In April 1972, the University of the North (now the University of Limpopo, nicknamed Turfloop) graduated its third class as a fully autonomous university, and Onkgopotse Tiro spoke as the elected speaker for the graduating class.
Tiro had been a prominent student leader on campus since his arrival in the late 1960s, and was a member of the students’ representative council (SRC) and of the South African Students’ Organisation (Saso). At the time of his selection as speaker he had completed his degree in education, and was working towards a postgraduate diploma in education.
By this time Tiro was already very politically engaged. His activism had early roots: he had been exposed to political protest at the age of 12, when, in 1957, his local primary school in the village of Dinokana, near Zeerust, was closed as thousands of local women protested the introduction of pass laws. This led to a frequently interrupted education in a series of schools in the Western Transvaal and Soweto.
By the time he completed matric at Barolong High School in Mafikeng, he was already a student leader, and was elected to speak at the leavers’ party. According to the Barolong principal Lekalake, “Tiro’s speech about the conditions the pupils were subjected to was so influential that dramatic changes were made immediately in the make-up of the school’s administration.” This gift for transformative oratory was to become his hallmark at Turfloop and beyond.
Tiro’s invitation to speak at the 1972 graduation was issued by the SRC, under the leadership of Aubrey Mokoena (who had been Tiro’s own vice-president the previous year). The role of such speakers was traditionally to support the university and its policies. According to one student who was present, “speakers at graduation were always custodians of the ideology of the time”. Bearing witness to this, Mokgama Matlala, the chief minister of Lebowa who also spoke that day, gave a speech advocating the policies of Bantu education. Tiro, however, did not conform to this tradition. His speech was a damning critique of Bantu education and the broader discriminatory policies of apartheid, particularly its manifestations at Turfloop.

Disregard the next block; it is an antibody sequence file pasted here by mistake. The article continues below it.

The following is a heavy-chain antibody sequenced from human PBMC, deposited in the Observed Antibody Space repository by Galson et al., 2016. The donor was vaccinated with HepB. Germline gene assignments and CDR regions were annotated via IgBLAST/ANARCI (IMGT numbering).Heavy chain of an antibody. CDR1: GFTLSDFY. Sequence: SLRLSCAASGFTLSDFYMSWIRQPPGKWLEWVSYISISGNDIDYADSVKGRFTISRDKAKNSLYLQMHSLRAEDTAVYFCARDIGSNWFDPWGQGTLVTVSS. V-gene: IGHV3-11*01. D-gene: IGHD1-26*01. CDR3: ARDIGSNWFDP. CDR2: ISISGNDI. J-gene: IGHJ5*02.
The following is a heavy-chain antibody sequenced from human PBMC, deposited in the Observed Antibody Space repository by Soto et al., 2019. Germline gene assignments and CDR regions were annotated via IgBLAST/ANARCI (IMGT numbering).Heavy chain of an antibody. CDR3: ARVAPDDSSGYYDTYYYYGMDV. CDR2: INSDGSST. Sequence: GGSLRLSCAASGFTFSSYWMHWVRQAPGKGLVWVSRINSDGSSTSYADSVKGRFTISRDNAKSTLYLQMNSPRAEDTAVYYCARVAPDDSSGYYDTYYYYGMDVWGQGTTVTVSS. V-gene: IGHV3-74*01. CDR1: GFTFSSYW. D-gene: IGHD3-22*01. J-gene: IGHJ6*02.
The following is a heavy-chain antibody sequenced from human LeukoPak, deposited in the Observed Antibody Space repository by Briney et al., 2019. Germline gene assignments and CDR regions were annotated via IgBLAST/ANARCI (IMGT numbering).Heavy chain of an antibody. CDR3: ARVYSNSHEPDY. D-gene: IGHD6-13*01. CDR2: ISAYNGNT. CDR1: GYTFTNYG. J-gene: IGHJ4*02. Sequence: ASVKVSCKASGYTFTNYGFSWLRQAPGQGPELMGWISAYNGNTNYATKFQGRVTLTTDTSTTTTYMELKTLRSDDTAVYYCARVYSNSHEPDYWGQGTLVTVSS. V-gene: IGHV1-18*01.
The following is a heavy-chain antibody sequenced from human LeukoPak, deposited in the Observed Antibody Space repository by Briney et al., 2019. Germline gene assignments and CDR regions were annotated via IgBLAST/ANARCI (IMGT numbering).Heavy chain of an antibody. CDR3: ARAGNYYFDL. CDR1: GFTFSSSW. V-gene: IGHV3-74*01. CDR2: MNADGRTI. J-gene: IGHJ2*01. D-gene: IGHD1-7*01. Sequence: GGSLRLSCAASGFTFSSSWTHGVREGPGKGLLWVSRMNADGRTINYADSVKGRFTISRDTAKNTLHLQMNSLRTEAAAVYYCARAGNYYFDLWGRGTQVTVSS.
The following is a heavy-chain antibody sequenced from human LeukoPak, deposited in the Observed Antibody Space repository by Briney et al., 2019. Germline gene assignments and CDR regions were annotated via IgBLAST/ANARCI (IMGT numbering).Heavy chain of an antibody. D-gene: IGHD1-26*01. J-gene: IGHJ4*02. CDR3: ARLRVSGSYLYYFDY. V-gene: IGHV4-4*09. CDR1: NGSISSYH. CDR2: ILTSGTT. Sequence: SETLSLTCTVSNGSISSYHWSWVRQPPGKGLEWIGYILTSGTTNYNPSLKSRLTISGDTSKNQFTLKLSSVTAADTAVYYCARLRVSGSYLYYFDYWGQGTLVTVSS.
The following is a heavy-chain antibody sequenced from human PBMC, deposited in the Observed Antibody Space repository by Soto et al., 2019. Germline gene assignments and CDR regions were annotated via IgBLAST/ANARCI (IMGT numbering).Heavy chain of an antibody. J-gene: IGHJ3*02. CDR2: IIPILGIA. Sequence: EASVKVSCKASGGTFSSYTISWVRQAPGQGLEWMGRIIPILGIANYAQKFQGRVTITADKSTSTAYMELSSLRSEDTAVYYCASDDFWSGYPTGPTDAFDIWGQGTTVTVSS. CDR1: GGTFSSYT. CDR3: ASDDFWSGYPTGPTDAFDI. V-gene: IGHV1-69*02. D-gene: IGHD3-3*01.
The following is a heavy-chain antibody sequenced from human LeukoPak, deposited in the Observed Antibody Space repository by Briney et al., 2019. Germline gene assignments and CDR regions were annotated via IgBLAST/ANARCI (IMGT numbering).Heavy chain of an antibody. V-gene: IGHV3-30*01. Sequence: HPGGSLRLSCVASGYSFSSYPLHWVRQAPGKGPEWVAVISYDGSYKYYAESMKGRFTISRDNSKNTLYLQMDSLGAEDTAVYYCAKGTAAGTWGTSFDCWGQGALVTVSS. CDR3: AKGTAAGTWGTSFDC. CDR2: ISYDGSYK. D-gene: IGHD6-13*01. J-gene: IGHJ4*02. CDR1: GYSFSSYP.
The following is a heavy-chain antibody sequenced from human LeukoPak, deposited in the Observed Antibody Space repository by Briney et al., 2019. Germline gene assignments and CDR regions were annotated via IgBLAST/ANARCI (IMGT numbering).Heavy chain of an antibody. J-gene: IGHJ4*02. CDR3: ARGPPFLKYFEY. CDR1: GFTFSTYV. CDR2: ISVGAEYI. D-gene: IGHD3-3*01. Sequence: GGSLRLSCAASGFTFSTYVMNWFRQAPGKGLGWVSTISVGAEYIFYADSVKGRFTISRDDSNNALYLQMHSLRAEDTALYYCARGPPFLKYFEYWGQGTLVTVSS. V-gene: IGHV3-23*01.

Tiro’s speech married the structural injustices of Bantu education, and indeed apartheid itself, with the local realities faced by students at Turfloop, and it was laced with the hypocrisy he saw there.
He criticised apartheid on its own terms: the fact that an ostensibly black university was run by white administrators and staffed predominantly by white faculty; that, absurdly, its book shop was only open to whites; that it awarded university contracts for food supply to a white administrator rather than a local black supplier; and that vacation jobs on campus were allocated to white students “when there are students who could not get their results due to outstanding fees”.
He decried the indignities that parents of the graduates were forced to undergo, being kept outside the hall while white dignitaries sat in the front rows; he called for a black university to have black leadership and to allocate jobs and contracts for its functioning within the black community.
“The system is failing,” Tiro declared. “It is failing because even those who recommended it strongly, as the only solution to racial problems in South Africa, fail to adhere to the letter and spirit of the policy.”
Though his critique was deeply political, and enmeshed in local grievances, it was also framed by Christian values: he opened the speech quoting an American lay preacher on the centrality and importance of the truth, and he closed it on a ringing note of warning to university and apartheid authorities, with evangelical echoes of Martin Luther King Jr, saying: “In conclusion, Mr Chancellor, I say: Let the Lord be praised, for the day shall come when all men shall be free to breathe the air of freedom and when that day shall come, no man, no matter how many tanks he has, will reverse the course of events. God bless you all!”
The aftermath of this speech was in some ways predictable, and in others extraordinary. Appalled at what they perceived as the abuse of the platform he had been given, the rector and advisory council of the university expelled Tiro. The university senate, all members of which were white, concurred.
In response, the black academic staff of the university walked out in protest, students at Turfloop boycotted lectures, and the national committee of Saso began to mobilise. Tiro’s expulsion set off protests of solidarity, not only at Turfloop, but also elsewhere around South Africa at other black universities and colleges.
Though the University of the North insisted that Tiro was the only culprit to be blamed, this was a clear miscalculation. They failed to realise that his words had had an electrifying and galvanizing effect. Percy Mokwele, a young lecturer in education, who was present, recalled: “When Tiro addressed the graduation ceremony we were there in the hall. And during his talk students cheered, cheered and accepted what he was saying. And some black members of staff — especially the younger ones — also cheered.”
This is an edited excerpt from ‘Limpopo’s Legacy: Student Politics and Democracy in South Africa’ by Anne Heffernan (Wits University Press, 2019)